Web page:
Everyone out and about seemed particularly friendly.  We held doors for each other, smiled a lot, and cheerfully said “Excuse me,” should we brush an elbow or bump a cart.  It felt as if we were all quietly doing the same thing, reaching for alcohol-based cleaners – which seemed to be running low – and doing this whole “Don’t mind me: I’m just a little black rain cloud” Pooh-bear routine as we casually inched toward the Purell.

Except, there was no Purell. Not at CVS and not at Shop-Rite. Hm.

Did I race off in search to Stop & Shop or the CVS branch two blocks down the road?  No. Truth is, I was running a little late to pick up Eleanor at daycare and didn’t really have time, and I have a new bottle of rubbing alcohol at home that I figured would work just as well.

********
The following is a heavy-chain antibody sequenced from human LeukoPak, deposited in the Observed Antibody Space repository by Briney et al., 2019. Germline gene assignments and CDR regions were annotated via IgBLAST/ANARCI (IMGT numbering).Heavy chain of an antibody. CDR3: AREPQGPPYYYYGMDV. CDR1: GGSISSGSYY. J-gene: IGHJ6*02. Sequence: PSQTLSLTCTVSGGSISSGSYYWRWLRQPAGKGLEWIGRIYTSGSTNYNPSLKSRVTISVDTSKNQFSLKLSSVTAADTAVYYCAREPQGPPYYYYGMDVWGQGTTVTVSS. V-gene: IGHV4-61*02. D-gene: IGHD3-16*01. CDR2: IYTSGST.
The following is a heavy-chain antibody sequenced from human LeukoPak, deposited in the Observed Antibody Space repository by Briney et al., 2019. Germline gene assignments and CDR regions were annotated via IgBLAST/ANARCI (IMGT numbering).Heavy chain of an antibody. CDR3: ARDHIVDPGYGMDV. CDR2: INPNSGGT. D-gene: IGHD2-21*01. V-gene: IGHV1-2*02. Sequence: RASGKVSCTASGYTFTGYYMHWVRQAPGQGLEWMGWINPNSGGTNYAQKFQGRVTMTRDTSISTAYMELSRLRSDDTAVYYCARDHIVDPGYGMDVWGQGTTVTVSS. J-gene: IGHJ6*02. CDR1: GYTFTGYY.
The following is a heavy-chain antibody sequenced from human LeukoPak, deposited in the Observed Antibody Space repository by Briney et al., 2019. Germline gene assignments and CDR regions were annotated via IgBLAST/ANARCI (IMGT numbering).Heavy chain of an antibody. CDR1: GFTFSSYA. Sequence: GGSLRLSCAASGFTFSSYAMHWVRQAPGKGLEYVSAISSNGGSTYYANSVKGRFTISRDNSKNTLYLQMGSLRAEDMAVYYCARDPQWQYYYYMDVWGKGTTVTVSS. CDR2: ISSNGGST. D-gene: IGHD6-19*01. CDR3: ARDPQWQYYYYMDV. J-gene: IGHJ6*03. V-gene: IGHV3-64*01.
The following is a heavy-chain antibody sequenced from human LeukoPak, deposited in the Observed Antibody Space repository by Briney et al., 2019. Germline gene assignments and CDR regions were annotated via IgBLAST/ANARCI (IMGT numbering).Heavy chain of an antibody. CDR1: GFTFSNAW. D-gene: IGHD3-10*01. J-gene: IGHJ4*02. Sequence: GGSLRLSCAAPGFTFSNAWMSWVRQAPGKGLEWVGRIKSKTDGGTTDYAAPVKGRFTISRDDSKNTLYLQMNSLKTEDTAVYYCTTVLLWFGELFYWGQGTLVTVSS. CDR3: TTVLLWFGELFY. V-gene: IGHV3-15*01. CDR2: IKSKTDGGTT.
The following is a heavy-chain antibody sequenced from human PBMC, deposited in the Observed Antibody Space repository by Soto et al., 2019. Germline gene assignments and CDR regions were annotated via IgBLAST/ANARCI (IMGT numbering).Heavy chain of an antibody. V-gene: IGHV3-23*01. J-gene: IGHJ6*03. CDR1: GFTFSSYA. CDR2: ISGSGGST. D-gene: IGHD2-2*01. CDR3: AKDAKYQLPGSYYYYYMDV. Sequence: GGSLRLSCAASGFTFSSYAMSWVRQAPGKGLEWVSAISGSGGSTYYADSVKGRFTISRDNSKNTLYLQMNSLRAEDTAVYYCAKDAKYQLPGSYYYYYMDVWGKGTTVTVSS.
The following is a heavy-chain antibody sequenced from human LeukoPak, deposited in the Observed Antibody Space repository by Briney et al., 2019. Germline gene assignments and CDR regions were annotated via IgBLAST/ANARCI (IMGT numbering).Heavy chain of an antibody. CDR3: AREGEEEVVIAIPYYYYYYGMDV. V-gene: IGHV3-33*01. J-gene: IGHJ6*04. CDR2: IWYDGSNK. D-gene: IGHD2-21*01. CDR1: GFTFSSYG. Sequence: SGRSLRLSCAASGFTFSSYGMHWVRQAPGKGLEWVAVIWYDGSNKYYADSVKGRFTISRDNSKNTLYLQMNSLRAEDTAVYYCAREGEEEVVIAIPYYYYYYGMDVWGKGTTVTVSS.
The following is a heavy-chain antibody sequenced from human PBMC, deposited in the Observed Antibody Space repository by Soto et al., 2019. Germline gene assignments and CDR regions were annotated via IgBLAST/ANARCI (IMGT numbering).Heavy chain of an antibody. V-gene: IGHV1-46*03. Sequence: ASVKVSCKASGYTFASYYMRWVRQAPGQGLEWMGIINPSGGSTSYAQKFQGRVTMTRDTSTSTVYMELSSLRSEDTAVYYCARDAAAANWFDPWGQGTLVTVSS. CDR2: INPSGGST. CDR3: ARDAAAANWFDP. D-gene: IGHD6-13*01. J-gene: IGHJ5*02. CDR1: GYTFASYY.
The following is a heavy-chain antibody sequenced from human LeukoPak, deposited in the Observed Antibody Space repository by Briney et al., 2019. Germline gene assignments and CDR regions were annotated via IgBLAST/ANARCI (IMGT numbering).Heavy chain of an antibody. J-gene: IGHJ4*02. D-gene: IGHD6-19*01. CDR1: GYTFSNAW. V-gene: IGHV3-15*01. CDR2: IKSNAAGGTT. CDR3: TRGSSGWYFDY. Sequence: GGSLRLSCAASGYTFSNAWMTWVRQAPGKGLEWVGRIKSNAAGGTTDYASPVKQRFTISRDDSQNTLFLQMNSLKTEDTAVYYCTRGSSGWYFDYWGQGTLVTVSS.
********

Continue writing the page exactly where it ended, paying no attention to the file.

And I can always run down to Stop & Shop tomorrow if need be….    

P.S.: I DID remember to wash the baby’s hands after daycare that afternoon.

P.P.S.: That carton of Y-2K provisions is still in the basement along with the same bottles of wine-turned-vinegar.  So, we’re good if we suddenly need to hunker down